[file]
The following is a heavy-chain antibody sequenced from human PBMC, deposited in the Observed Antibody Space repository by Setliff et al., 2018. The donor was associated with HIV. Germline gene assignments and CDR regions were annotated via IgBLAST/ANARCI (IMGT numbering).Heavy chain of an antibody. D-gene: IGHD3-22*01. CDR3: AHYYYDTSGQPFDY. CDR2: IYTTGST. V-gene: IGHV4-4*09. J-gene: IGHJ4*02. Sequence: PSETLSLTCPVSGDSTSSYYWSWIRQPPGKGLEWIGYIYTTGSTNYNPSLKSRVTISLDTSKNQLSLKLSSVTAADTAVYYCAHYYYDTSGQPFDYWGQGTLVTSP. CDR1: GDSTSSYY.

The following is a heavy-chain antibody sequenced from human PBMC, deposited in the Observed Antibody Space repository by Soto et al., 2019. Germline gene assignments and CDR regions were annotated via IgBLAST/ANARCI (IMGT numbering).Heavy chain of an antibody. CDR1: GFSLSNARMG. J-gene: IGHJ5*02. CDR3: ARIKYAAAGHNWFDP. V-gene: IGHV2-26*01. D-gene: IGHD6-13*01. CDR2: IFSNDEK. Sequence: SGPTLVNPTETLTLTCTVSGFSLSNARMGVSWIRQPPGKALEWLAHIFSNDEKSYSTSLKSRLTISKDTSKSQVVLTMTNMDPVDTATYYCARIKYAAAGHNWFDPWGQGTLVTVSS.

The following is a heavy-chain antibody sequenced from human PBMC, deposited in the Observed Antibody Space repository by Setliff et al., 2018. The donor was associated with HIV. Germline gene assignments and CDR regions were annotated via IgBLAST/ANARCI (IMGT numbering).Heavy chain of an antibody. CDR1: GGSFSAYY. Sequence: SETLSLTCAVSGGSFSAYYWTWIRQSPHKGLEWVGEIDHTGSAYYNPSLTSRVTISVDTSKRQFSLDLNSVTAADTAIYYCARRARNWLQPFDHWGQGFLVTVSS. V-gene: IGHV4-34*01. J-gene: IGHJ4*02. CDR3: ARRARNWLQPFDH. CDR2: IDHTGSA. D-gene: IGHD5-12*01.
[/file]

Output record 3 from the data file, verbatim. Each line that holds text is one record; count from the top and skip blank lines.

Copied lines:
The following is a heavy-chain antibody sequenced from human PBMC, deposited in the Observed Antibody Space repository by Setliff et al., 2018. The donor was associated with HIV. Germline gene assignments and CDR regions were annotated via IgBLAST/ANARCI (IMGT numbering).Heavy chain of an antibody. CDR1: GGSFSAYY. Sequence: SETLSLTCAVSGGSFSAYYWTWIRQSPHKGLEWVGEIDHTGSAYYNPSLTSRVTISVDTSKRQFSLDLNSVTAADTAIYYCARRARNWLQPFDHWGQGFLVTVSS. V-gene: IGHV4-34*01. J-gene: IGHJ4*02. CDR3: ARRARNWLQPFDH. CDR2: IDHTGSA. D-gene: IGHD5-12*01.